Experts suggest tapping that wealth to pay for the trees’ removal.
There are three ways to remove the trees, which are taking over the state’s grasslands and Sandhills.
The Nebraska Forest Service lists chemical treatments, mechanically cutting down the trees, or fire as options.
John DuPlissis, NFS Program Leader Rural Forestry, says those vary in cost.
“Chemical means are going to run you, depending on how you do it, $150-$250 per acre. Mechanical means can maybe run you in the neighborhood of $500 an acre,” DuPlissis tells Nebraska Radio Network. “Fire tends to be a little bit cheaper, down in maybe the $150 an acre range.”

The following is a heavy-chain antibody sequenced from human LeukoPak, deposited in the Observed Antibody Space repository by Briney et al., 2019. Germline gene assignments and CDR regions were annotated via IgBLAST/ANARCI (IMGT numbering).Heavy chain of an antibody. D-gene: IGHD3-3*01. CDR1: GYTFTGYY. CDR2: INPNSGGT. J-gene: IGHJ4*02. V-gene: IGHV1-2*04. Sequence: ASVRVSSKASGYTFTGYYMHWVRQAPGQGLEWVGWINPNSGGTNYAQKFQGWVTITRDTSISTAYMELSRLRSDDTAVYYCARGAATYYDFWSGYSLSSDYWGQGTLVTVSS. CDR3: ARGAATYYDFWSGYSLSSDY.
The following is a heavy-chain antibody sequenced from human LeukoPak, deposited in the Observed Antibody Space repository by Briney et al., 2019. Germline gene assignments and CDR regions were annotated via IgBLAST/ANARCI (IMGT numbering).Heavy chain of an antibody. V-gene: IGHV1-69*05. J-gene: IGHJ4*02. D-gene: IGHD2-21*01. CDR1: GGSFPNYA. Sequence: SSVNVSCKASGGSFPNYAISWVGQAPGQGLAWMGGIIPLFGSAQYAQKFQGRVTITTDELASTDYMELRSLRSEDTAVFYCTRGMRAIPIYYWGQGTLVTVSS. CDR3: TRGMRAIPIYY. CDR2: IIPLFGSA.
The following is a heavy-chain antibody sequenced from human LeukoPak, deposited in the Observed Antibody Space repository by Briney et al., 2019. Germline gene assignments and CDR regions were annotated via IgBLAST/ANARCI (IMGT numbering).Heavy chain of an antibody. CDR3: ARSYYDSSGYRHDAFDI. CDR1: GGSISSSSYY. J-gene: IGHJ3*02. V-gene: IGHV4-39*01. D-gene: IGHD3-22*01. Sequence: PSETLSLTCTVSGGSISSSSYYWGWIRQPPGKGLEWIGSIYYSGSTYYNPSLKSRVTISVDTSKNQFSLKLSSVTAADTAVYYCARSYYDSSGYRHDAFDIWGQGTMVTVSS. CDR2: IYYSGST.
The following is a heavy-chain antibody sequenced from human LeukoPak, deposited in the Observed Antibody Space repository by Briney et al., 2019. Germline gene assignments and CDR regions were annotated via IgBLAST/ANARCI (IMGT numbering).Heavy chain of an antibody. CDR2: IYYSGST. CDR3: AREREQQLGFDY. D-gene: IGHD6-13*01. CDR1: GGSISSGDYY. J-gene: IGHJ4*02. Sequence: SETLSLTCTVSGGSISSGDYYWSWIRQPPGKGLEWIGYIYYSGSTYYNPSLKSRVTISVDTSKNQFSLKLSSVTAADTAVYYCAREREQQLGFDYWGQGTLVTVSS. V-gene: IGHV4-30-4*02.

Tapping into the annual growth of eastern redcedar could generate up to $22 million in wood chip sales every year.
That is just one option for marketing the trees.
“If they’re mechanically shearing and removing those trees, we might be able to get at least a portion of them to a bedding mill, that would turn it into livestock bedding,” DuPlissis explains, “or to a sawmill that might turn it into sawtimber for useful products like furniture or paneling.”
He says there are few sawmills in the state, so higher transportation costs would reduce profits.
“I would love to think we could eliminate this as a problem overnight, by simply turning it into a useful product that would generate income,” DuPlissis says. “That would help to cover the costs of maintaining or keeping cedar at a manageable level.”
AUDIO: Mike Loizzo reports [:42]